By Natalie A. Correa
The Latin American Student Organization (LASO) hosted its fourth annual National Hispanic Heritage Month Festival on Friday, Sept. 23. Held in Loyola Ballroom, the event was filled with Latin American cuisine, music, and other festive elements. This year’s theme was “An Untaught History & Better Future.” LASO said the theme “was inspired [by] the idea of one’s identity. Latin roots are very rich, and [do] not only come from the traditional European root. The event served as a way to educate the community about our African, indigenous, and European roots and emphasize that we are not one, but all of [these roots] together.”
Walking into the venue, you were immediately greeted by students representing Latin American countries, which included the Dominican Republic, Haiti, El Salvador, Puerto Rico, and Mexico to name a few. There were two to three student representatives at each table who taught guests about the history of their respective countries, alongside decorated poster boards and a traditional food item.
All guests were invited to have a more literal taste of Latin America as they indulged in traditional dishes. Food was ordered from local Worcester restaurants El Rincon Criollo and Hacienda Don Juan, and a generous food donation came from Fuente de Vida. I personally indulged in a plate of arroz blanco con bistec en salsa (white rice with steak in salsa). When making my food rounds throughout the countries, I also enjoyed some homemade pastelitos, a puff pastry with sweet or savory fillings, from the Dominican Republic’s table. My pastelito de queso was delicious and a wonderful little taste of home.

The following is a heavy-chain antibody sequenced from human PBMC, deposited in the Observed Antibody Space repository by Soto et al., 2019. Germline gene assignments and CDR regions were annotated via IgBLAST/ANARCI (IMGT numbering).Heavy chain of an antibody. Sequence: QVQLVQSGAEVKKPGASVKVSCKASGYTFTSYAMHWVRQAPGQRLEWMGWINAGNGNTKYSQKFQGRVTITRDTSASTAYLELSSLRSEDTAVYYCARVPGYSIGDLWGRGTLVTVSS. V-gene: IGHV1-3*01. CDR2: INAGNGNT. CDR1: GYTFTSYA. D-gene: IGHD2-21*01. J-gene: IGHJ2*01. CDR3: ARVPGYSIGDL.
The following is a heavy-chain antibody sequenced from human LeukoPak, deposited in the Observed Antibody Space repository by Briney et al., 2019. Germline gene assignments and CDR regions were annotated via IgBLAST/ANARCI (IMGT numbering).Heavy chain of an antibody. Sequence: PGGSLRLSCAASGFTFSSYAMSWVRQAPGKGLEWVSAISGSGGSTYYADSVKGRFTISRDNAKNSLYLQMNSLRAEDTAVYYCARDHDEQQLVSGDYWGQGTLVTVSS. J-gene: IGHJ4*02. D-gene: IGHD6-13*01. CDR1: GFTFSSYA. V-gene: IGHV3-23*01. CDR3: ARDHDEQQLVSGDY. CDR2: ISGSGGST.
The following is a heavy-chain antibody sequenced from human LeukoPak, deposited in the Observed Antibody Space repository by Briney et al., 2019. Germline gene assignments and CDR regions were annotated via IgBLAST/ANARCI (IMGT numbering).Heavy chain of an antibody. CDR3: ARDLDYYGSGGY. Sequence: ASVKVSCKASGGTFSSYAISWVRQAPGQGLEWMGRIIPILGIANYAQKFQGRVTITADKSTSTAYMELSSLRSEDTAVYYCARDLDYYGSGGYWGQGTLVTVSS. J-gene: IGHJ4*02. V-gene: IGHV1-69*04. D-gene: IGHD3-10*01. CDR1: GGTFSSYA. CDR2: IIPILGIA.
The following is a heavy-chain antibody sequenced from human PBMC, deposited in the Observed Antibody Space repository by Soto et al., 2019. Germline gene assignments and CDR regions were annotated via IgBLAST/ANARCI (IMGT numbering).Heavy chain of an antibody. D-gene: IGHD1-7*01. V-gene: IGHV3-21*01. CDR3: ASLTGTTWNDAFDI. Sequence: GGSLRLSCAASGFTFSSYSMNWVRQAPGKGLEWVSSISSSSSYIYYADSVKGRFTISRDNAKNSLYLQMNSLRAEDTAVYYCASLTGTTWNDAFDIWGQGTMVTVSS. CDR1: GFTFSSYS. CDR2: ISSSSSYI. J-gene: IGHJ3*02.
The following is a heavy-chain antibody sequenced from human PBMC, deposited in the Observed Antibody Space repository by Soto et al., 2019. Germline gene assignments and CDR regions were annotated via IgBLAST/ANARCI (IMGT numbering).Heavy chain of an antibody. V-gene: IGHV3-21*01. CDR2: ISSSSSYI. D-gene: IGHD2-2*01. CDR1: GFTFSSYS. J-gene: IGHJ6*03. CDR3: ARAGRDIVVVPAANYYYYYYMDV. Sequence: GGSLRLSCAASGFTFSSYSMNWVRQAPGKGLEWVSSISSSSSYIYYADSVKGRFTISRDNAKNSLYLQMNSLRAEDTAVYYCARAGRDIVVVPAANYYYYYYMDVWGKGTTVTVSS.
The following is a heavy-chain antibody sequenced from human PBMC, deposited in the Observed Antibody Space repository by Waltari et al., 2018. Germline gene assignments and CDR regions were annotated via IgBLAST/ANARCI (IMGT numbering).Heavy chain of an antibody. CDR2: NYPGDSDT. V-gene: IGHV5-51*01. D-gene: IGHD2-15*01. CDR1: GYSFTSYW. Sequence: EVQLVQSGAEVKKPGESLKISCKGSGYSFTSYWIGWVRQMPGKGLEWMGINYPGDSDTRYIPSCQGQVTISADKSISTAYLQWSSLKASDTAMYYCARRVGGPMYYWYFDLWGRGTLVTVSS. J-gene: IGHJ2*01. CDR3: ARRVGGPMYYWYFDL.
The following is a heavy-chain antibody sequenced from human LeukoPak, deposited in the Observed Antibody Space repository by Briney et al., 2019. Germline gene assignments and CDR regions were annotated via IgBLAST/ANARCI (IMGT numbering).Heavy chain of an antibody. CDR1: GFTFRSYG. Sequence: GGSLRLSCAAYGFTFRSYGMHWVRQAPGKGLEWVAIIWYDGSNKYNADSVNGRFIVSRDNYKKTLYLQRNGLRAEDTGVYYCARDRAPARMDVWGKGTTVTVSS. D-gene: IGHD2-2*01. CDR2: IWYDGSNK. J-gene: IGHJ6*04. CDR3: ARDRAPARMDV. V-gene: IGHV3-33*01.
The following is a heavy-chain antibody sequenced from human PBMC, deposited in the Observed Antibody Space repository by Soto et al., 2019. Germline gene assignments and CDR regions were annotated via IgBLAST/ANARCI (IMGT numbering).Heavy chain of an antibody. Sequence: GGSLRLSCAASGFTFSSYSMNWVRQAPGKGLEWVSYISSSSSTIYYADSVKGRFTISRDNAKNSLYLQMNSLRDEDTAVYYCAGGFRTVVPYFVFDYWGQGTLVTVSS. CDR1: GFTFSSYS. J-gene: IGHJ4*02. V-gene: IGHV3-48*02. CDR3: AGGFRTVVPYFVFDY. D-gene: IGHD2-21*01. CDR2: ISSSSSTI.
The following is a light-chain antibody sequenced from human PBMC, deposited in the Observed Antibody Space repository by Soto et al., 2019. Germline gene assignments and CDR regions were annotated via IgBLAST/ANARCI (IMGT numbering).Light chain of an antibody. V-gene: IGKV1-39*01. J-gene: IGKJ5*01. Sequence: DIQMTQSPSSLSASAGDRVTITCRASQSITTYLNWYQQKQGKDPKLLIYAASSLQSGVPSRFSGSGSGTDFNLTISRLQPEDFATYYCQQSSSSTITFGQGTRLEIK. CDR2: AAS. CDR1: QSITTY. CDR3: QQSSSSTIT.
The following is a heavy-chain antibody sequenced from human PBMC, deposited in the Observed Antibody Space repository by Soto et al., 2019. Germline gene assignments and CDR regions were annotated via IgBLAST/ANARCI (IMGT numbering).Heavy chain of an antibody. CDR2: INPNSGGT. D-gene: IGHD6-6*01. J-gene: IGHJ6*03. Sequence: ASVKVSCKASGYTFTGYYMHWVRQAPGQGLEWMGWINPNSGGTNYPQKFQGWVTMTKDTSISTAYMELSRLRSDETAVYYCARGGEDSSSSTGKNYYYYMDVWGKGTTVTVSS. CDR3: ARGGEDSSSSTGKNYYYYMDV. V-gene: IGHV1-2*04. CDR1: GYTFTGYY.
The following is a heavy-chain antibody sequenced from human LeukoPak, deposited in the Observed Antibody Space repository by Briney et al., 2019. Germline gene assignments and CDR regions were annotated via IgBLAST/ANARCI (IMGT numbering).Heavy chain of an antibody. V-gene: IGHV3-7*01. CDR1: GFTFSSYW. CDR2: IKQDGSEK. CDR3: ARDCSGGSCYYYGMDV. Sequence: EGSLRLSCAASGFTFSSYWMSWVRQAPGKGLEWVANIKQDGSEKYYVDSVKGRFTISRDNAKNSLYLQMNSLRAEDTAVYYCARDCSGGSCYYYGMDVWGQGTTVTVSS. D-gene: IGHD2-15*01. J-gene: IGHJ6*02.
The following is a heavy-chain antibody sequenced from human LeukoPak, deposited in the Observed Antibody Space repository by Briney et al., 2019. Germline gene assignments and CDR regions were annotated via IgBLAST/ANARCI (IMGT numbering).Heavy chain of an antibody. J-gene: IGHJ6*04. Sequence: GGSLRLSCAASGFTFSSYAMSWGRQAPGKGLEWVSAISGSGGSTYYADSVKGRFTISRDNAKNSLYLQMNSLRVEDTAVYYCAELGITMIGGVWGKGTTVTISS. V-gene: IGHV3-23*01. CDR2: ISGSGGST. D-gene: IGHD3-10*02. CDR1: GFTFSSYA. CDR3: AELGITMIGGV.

One of the most interesting highlights of the festival was the “Prueba Las Tortillas y Vota” (Try the Tortillas and Vote) table, which was managed by the Spanish department’s foreign language assistants and faculty members. Fun fact: tortillas are not the same in each country. This table taught guests about the variety of the word tortilla. For example, if you were to order a tortilla in Spain, you would receive a tortilla de patatas, an omelette made with eggs and potato. On the other hand, if you ordered a tortilla in Peru, you would eat tacu tacu, a rice and bean pancake. As Professor Frost said, this table showed guests that a tortilla is not just the “flat hot thing you eat.” After students tried tortillas from Mexico, Spain, Ecuador, Peru, and Guatemala, they were invited to vote on their favorite. Tortilla Española won!
Guests were also welcomed to view performances by Kelman Ramirez ‘18, Teresa Murphy ‘19, and a salsa performance by the Ballroom Dance Team. Ramirez performed a cappella versions of Marc Anthony’s “Hasta Que Te Conoci” and “Almohada” and the Ballroom Dance Team danced to Fredyclan’s upbeat salsa song, “Yo vengo de Cuba.” Accompanied by her guitar, Murphy sang “Venezuela” by Pablo Herrero Ibarz and José Luis Armenteros Sánchez. Murphy commented, “The interesting thing about it is that it was written by two Spaniards who had never been to Venezuela, but because they captured the Venezuelan culture so well, the song became the third national hymn of Venezuela. It’s a great example of how non-natives can play an important role to encourage and strengthen the Latin American culture!”
National Hispanic Heritage Month takes place every year from Sept. 15 through Oct. 15 to celebrate the independence of seven Latin American countries: Costa Rica, El Salvador, Guatemala, Honduras, Nicaragua, Mexico, and Chile. LASO’s festival was a great way to recognize these events and to help educate the Holy Cross community about Latin American culture. LASO said, “The theme was placed as a way to acknowledge that we are one community and we are all together hoping for change in the world and a better future. With all of the current events with Black Lives Matter and the presidential election, it is even more important to speak on the themes brought forth in the festival.”
LASO’s Hispanic Heritage Month Festival was a great kickoff to Homecoming Weekend! After the performances, guests cleared the floor to dance to various bachata, salsa, and cumbia songs. They were also welcomed to play a game of dominos for the chance to win some LASO swag.
In a nutshell, the event was excelente! If you didn’t have a chance to attend the festival, make sure to attend LASO’s annual Noche Latina in the spring for the cultural experience of a lifetime.